Michel Chapuis (organist)

From Wikipedia, the free encyclopedia
Jump to navigation Jump to search

Michel Chapuis (French pronunciation: ​[miʃɛl ʃapɥi]) (15 January 1930 – 12 November 2017) was a French classical organist and pedagogue. He was especially known as an interpreter of the French and the German Baroque masters and dedicated to historically informed performances.[1]

Chapuis was born in Dole, Jura, France, and had his early training there, on the organ of the Cathedral of Dole. In 1943, he studied the piano with Émile Poillot in Dijon. In 1945 came his first serious study of the organ with Jeanne Marguillard, organist of the Besançon Cathedral. He then studied at the École César Franck in Paris under René Mahlherbe (composition) and Édouard Souberbielle (organ). He had further studies with Marcel Dupré at the Conservatoire de Paris and won prizes in organ and improvisation in 1951 (the Prix Périlhou et Guilmant).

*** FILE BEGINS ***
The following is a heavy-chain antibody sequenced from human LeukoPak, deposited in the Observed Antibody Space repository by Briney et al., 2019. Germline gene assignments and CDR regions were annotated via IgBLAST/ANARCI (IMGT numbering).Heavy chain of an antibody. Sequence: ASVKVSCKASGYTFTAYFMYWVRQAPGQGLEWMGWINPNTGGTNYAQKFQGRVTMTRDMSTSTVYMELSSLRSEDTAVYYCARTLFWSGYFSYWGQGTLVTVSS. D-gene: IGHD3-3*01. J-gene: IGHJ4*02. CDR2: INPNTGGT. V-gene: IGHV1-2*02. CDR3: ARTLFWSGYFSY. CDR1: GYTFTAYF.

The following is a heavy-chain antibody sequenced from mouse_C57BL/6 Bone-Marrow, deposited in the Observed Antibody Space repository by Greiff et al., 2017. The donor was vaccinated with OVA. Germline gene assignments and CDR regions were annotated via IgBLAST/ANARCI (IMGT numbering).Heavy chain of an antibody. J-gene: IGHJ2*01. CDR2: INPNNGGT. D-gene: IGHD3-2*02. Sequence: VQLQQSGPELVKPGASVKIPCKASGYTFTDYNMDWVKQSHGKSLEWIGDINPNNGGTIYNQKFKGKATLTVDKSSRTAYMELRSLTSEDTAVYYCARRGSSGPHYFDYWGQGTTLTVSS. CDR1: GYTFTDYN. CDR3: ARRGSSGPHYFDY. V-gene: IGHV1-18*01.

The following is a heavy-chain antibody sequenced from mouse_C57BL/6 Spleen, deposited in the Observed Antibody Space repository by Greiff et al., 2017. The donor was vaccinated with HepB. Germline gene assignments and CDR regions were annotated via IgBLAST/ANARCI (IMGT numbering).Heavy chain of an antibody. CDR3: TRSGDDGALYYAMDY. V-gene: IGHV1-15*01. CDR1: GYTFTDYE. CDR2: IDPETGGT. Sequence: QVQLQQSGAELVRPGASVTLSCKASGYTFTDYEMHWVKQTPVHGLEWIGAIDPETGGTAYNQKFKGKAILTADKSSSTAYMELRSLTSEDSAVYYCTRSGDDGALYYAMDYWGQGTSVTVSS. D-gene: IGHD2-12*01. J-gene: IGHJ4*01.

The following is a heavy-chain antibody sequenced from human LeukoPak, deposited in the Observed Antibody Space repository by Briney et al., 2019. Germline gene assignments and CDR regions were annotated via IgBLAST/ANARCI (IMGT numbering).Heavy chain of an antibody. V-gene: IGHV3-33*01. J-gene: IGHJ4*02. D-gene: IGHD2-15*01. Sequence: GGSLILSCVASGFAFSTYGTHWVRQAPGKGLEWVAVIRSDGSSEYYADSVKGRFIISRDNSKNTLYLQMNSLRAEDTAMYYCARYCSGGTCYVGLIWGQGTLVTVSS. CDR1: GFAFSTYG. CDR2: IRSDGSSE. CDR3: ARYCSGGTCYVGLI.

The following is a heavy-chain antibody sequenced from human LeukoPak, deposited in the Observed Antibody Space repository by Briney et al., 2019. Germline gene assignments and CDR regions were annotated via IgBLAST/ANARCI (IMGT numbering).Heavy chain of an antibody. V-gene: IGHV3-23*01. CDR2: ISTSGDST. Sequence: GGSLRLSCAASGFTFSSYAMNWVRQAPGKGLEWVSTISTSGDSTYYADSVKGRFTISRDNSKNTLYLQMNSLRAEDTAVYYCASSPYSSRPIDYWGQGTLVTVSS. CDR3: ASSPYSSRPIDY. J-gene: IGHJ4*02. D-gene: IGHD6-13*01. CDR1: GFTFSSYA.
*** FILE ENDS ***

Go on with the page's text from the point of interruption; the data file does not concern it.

Chapuis was organist for the Paris churches of St Germain l'Auxerrois 1951-54 and St Nicolas des Champs 1954-72, accompanied at Notre Dame 1955-64, and was titular organist of St Séverin from 1964. He also toured widely as a concert artist.[2]

From 1956-79 he was Professor at the Conservatoire de Strasbourg, 1979-86 at the Besançon Conservatoire, and 1986-95 at the Paris Conservatoire. From 1996-2010, he was organist at the Versailles Royal Chapel.

During his lifetime, he performed every surviving piece of French organ music from the 17th and 18th centuries on the Cliquot organ of St Nicolas des Champs.

He also produced numerous recordings matching early repertoire to historic instruments. His important recordings included the complete organ works of Johann Sebastian Bach (1966), considered by many as one of the best recordings of this oeuvre.[3]

References[edit]

  1. ^ "Michel Chapuis, géant de l'orgue français, est mort". Le Monde.fr (in French). Retrieved 2018-04-10.
  2. ^ "Décès de l'organiste Michel Chapuis". France Musique (in French). 2017-11-13. Retrieved 2018-04-10.
  3. ^ Damian Thompson, "Bach's organ music: revealed at last", The Telegraph, 1 March 2010

Sources[edit]